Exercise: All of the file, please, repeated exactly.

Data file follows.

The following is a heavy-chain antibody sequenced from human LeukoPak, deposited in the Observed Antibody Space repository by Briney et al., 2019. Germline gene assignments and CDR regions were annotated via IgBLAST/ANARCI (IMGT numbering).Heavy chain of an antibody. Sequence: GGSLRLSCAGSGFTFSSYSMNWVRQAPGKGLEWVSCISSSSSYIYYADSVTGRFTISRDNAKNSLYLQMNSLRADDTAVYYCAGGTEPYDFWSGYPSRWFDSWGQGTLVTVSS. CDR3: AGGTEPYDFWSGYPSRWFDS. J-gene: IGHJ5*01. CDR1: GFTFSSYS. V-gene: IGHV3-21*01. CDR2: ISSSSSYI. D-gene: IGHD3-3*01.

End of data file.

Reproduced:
The following is a heavy-chain antibody sequenced from human LeukoPak, deposited in the Observed Antibody Space repository by Briney et al., 2019. Germline gene assignments and CDR regions were annotated via IgBLAST/ANARCI (IMGT numbering).Heavy chain of an antibody. Sequence: GGSLRLSCAGSGFTFSSYSMNWVRQAPGKGLEWVSCISSSSSYIYYADSVTGRFTISRDNAKNSLYLQMNSLRADDTAVYYCAGGTEPYDFWSGYPSRWFDSWGQGTLVTVSS. CDR3: AGGTEPYDFWSGYPSRWFDS. J-gene: IGHJ5*01. CDR1: GFTFSSYS. V-gene: IGHV3-21*01. CDR2: ISSSSSYI. D-gene: IGHD3-3*01.